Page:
Serum Sodium, Patient Symptoms, and Clinical Outcomes in Hospitalized Patients with COVID-19.
Introduction: Disorders of serum sodium (SNa) are common in hospitalized patients with COVID-19 and may reflect underlying disease severity. However, the association of SNa with patient-reported outcomes is not clear.
Methods: The Brigham and Women's Hospital COVID-19 Registry is a prospective cohort study of consecutively admitted adult patients with confirmed SARS-CoV-2 infection (n = 809). We examined the associations of SNa (continuous and tertiles) on admission with: (1) patient symptoms obtained from detailed chart review; and (2) in-hospital mortality, length of stay, and intensive care unit (ICU) admission using unadjusted and adjusted logistic regression models. Covariates included demographic data and comorbidities.
Results: Mean age was 60 years, 48% were male, and 35% had diabetes. The most frequent symptoms were cough (64%), fever (60%), and shortness of breath (56%). In adjusted models, higher SNa (per mmol/L) was associated with lower odds of GI symptoms (OR 0.96; 95% CI 0.92-0.99), higher odds of confusion (OR 1.08; 95% CI 1.04-1.13), in-hospital mortality (OR 1.06; 95% CI 1.02-1.11), and ICU admission (OR 1.09; 95% CI 1.05-1.13). The highest sodium tertile (compared with the middle tertile) showed similar associations, in addition to lower odds of either anosmia or ageusia (OR 0.30; 95% CI 0.12-0.74).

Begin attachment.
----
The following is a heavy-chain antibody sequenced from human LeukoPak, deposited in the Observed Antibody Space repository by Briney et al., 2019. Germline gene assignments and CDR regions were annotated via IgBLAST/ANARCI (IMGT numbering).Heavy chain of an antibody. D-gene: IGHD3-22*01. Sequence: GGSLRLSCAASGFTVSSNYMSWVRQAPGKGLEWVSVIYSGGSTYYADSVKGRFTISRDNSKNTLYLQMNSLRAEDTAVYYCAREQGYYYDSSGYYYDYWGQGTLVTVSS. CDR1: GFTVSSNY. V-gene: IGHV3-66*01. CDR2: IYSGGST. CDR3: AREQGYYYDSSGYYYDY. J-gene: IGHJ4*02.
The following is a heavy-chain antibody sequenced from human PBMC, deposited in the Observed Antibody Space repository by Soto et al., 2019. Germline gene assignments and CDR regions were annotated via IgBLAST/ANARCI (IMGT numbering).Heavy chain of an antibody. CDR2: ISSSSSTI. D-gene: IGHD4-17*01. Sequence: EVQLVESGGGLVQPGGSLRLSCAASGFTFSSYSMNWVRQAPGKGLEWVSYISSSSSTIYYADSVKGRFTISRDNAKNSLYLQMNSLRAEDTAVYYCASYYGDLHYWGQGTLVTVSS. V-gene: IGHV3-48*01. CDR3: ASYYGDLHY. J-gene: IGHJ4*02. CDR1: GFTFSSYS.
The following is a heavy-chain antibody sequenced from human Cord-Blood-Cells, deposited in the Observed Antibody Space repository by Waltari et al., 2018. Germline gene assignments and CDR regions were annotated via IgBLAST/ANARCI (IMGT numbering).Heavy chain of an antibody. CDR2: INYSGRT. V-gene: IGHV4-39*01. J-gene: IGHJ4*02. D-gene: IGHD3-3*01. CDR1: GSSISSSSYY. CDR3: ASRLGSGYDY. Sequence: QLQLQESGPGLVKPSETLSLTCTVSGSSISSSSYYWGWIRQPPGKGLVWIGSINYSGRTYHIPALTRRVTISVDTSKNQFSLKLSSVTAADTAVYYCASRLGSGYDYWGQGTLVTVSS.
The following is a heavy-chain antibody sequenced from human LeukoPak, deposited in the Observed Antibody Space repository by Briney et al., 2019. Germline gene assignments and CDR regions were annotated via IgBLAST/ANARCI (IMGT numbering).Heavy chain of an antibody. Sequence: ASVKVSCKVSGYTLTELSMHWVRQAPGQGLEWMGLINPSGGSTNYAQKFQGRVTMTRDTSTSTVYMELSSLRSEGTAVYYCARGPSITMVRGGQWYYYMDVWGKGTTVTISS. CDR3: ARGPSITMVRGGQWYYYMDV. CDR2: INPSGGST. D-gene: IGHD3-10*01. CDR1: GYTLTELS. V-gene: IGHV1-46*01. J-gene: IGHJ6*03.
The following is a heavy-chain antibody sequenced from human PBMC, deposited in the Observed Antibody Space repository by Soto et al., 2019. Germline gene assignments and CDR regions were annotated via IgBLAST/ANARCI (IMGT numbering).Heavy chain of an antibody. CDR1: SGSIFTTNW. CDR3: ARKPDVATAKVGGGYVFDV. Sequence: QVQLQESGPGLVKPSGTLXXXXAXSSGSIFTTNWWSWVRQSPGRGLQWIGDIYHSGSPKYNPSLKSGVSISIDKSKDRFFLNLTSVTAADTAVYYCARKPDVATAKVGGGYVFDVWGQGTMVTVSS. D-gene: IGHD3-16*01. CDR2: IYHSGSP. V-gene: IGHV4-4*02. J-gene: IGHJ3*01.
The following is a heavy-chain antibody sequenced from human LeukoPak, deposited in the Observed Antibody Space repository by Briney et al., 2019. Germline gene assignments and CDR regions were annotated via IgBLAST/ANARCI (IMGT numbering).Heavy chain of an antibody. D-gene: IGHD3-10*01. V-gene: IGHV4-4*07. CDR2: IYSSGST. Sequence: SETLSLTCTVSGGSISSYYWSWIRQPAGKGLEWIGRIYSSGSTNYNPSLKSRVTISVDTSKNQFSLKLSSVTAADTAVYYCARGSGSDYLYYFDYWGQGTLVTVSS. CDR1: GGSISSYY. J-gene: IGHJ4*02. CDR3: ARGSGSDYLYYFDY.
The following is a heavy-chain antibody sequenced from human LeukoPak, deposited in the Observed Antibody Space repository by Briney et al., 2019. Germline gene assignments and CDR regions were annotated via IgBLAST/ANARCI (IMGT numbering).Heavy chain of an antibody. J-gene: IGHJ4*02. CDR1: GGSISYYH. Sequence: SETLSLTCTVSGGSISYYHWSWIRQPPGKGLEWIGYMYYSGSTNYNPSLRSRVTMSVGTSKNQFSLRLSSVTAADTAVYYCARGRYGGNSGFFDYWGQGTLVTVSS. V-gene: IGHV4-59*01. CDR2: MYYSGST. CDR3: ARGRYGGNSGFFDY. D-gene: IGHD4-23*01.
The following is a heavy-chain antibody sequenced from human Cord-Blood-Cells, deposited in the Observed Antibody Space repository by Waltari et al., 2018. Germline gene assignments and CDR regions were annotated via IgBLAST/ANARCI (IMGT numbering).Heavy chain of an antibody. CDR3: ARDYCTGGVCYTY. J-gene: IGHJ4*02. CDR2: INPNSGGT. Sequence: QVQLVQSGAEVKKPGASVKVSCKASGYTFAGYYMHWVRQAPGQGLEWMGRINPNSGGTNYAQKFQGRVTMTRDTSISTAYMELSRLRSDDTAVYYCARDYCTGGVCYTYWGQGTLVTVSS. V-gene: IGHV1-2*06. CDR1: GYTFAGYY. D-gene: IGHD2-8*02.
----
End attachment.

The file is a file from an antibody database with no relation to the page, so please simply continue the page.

Conclusion: In this prospective cohort study of hospitalized patients with COVID-19, hypernatremia was associated with higher odds of confusion and in-hospital mortality. These findings may aid providers in identifying high-risk patients who warrant closer attention, thereby furthering patient-centered approaches to care.